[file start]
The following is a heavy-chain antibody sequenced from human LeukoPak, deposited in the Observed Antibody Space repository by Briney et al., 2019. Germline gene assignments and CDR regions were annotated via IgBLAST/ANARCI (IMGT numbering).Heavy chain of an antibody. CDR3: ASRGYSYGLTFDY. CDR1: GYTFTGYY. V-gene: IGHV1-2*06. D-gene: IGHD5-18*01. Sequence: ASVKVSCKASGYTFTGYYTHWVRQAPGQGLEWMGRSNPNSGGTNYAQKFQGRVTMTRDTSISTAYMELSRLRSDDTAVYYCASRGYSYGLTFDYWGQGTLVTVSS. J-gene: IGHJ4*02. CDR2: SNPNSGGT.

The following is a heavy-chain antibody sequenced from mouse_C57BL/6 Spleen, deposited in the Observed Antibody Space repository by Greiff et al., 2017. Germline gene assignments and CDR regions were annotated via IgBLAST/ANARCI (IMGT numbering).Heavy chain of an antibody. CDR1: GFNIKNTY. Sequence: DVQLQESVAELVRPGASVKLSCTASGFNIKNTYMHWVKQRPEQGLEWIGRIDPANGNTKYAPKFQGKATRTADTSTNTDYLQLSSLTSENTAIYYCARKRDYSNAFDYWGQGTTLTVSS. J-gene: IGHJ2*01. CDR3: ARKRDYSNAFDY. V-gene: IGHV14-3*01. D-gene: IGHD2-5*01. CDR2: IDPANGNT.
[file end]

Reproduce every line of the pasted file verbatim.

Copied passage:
The following is a heavy-chain antibody sequenced from human LeukoPak, deposited in the Observed Antibody Space repository by Briney et al., 2019. Germline gene assignments and CDR regions were annotated via IgBLAST/ANARCI (IMGT numbering).Heavy chain of an antibody. CDR3: ASRGYSYGLTFDY. CDR1: GYTFTGYY. V-gene: IGHV1-2*06. D-gene: IGHD5-18*01. Sequence: ASVKVSCKASGYTFTGYYTHWVRQAPGQGLEWMGRSNPNSGGTNYAQKFQGRVTMTRDTSISTAYMELSRLRSDDTAVYYCASRGYSYGLTFDYWGQGTLVTVSS. J-gene: IGHJ4*02. CDR2: SNPNSGGT.

The following is a heavy-chain antibody sequenced from mouse_C57BL/6 Spleen, deposited in the Observed Antibody Space repository by Greiff et al., 2017. Germline gene assignments and CDR regions were annotated via IgBLAST/ANARCI (IMGT numbering).Heavy chain of an antibody. CDR1: GFNIKNTY. Sequence: DVQLQESVAELVRPGASVKLSCTASGFNIKNTYMHWVKQRPEQGLEWIGRIDPANGNTKYAPKFQGKATRTADTSTNTDYLQLSSLTSENTAIYYCARKRDYSNAFDYWGQGTTLTVSS. J-gene: IGHJ2*01. CDR3: ARKRDYSNAFDY. V-gene: IGHV14-3*01. D-gene: IGHD2-5*01. CDR2: IDPANGNT.